Losing a child is every parent’s worst nightmare. This past February, that nightmare became a reality for Amy and Troy Wildhaber of Beaufort.
On Valentine’s Day, when many people were making plans to celebrate, the Wildhabers’ son, Zac, was clinging to life after being in a serious vehicle accident the day before.
Zac passed away on Feb. 14, and just days after the accident he became a silent hero to more than 50 people when his organs and tissue were donated.
An 11-year-old boy from Texas received Zac’s heart. A 54-year-old man who had suffered from pulmonary fibrosis was the recipient of Zac’s lungs. His liver was given to a Missouri recipient who suffered from the Hepatitis C virus.
A 39-year-old woman received Zac’s left kidney, while a 57-year-old man received the right kidney.
Additionally, as many as 50 people were helped with bone that was able to be donated and others with skin donations.
From that tragic accident, Zac’s Challenge was born.
April is National Donor Awareness Month and the family began the challenge at the end of April.
The goal, Amy Wildhaber said, is to get information about organ, tissue and eye donation out to the public.
“When Zachary passed away, we found that the community was really supportive,” she said, “but many expressed that they had never really thought about donation or had a lot of questions.”
The Wildhaber had always been supporters of organ donation.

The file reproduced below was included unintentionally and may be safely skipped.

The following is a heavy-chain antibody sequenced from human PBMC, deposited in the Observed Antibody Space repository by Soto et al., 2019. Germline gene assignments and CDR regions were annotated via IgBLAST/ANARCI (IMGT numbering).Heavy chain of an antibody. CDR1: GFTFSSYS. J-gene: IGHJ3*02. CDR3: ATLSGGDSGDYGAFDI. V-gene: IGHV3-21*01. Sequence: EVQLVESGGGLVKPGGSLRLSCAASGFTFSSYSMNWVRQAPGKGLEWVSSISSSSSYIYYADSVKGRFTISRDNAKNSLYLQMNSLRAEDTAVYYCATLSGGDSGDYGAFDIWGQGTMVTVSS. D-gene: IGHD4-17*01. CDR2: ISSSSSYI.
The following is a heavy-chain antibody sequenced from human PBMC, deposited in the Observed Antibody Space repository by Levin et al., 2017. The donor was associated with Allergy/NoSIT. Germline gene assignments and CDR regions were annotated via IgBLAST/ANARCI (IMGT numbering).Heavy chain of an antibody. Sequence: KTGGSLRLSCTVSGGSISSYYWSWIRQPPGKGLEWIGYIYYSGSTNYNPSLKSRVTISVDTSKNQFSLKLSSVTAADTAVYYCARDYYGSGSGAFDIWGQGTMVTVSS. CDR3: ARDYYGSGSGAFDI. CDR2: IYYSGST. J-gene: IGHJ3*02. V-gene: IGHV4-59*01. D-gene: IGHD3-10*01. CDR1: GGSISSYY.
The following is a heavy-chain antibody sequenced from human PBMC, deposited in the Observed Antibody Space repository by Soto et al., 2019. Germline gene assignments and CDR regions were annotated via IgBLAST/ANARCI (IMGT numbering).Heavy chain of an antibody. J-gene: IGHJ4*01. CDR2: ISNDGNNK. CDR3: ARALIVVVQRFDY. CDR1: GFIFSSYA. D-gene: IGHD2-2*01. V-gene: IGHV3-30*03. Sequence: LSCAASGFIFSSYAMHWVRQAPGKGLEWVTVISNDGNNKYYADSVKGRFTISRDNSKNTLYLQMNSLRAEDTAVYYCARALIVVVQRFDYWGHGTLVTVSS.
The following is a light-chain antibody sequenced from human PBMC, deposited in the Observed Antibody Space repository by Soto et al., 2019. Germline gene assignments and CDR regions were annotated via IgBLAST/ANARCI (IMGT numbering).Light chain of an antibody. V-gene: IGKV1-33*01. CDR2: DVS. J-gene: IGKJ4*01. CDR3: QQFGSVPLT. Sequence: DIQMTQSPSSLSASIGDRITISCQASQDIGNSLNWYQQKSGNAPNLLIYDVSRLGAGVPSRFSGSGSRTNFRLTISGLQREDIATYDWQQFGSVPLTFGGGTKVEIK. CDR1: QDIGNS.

“We were surprised by how much comfort it brought us,” Amy Wildhaber said.
Their main goal is to educate people about organ donations and to try and get 1,000 people to register to become an organ donor.
A kickoff event was held at Missouri Baptist Hospital in Sullivan, where Amy works.
In addition to registering on the national donation list, people can take Zac’s Challenge, by committing to assist five others in registering.
So far, about 375 have registered through Zac’s Challenge. Most likely, there are more, but some may have mailed them on their own or registered online.
Need for Donations
As a nurse, Amy Wildhaber had a conversation with her children before the accident about how they felt about organ donation. At that time, Zac said he would want to be an organ donor.
That conversation, she now feels, was God’s way of helping the family know they did the right thing.
“We knew it was a good thing . . . without organ donation, Zachary’s story ends,” Amy Wildhaber said. “It’s still a tragedy, it’s still devastating. It’s still hard every day, but we can see what good it does for someone else and we have a piece of that to hold on to.”
The couple agrees that organ donation was one of the easiest decisions they made.
“We approached each other about him becoming a donor when we were at Children’s (Hospital),” Troy Wildhaber said.
Zac had two neurological exams that both confirmed he was brain dead.
“There’s such a massive need and the list grows every minute,” Amy Wildhaber said. “Every 17 minutes another name is added and every 10 minutes somebody passes away who was waiting on the list. It makes no sense to me that people would have the opportunity to help somebody else and not even consider it.”
Within 60 minutes of death, the hospital or health care organization has to report the death. At that time, the family will be notified if a person is on the donor registry.
“One person can affect 25 to 50 people. If we register 1,000, that’s 25,000 people who may be affected. We can’t think of a better legacy for Zachary,” Amy Wildhaber said.